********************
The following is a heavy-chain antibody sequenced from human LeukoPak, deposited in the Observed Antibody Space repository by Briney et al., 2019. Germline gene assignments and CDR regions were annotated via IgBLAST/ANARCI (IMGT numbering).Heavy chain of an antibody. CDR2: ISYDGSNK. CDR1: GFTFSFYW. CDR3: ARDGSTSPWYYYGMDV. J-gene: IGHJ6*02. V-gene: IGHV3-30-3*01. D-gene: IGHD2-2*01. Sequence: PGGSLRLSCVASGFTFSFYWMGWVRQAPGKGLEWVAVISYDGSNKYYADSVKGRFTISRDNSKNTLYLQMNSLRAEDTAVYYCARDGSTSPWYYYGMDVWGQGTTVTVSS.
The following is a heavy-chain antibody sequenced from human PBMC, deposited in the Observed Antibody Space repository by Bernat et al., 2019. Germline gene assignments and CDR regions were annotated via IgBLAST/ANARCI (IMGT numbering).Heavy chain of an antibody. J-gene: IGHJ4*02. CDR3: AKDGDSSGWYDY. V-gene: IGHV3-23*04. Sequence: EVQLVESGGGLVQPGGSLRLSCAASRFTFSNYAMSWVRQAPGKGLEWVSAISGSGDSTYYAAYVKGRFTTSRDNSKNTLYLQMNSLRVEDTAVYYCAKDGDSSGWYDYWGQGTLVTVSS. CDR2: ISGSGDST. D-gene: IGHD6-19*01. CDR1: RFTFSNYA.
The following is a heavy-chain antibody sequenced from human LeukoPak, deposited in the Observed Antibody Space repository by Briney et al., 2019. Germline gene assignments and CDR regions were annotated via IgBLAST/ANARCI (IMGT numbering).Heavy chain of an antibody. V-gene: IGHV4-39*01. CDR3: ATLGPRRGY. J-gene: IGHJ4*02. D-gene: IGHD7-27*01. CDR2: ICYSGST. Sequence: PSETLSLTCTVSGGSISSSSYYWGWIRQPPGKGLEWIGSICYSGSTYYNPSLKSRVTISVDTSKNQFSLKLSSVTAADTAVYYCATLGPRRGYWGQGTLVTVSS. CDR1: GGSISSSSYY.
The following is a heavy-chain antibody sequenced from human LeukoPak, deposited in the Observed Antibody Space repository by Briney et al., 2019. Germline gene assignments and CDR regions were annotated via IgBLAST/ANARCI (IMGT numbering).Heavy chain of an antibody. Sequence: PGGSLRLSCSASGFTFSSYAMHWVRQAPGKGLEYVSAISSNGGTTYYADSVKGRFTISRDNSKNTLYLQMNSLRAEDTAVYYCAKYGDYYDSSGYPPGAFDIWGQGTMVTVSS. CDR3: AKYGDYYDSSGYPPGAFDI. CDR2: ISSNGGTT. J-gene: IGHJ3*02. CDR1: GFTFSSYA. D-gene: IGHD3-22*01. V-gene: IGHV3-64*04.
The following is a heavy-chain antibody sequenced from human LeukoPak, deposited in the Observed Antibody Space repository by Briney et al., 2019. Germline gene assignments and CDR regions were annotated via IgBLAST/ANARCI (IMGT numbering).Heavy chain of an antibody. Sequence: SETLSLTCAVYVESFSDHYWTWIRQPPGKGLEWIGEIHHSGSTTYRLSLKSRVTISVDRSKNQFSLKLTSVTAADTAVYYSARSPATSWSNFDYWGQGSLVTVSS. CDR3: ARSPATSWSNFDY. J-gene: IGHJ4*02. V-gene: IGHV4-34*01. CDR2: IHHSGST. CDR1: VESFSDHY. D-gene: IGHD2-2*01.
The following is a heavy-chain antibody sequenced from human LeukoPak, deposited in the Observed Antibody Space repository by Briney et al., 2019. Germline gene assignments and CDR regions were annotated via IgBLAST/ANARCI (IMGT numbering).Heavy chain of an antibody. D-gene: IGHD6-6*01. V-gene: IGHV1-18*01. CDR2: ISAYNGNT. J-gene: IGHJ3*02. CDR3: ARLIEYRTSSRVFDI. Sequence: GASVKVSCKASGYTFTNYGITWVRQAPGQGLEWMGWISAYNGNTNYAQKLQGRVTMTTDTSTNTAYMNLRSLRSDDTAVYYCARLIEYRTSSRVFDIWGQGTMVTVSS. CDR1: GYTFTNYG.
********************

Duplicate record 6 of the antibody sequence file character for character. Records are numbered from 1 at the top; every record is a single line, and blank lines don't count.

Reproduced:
The following is a heavy-chain antibody sequenced from human LeukoPak, deposited in the Observed Antibody Space repository by Briney et al., 2019. Germline gene assignments and CDR regions were annotated via IgBLAST/ANARCI (IMGT numbering).Heavy chain of an antibody. D-gene: IGHD6-6*01. V-gene: IGHV1-18*01. CDR2: ISAYNGNT. J-gene: IGHJ3*02. CDR3: ARLIEYRTSSRVFDI. Sequence: GASVKVSCKASGYTFTNYGITWVRQAPGQGLEWMGWISAYNGNTNYAQKLQGRVTMTTDTSTNTAYMNLRSLRSDDTAVYYCARLIEYRTSSRVFDIWGQGTMVTVSS. CDR1: GYTFTNYG.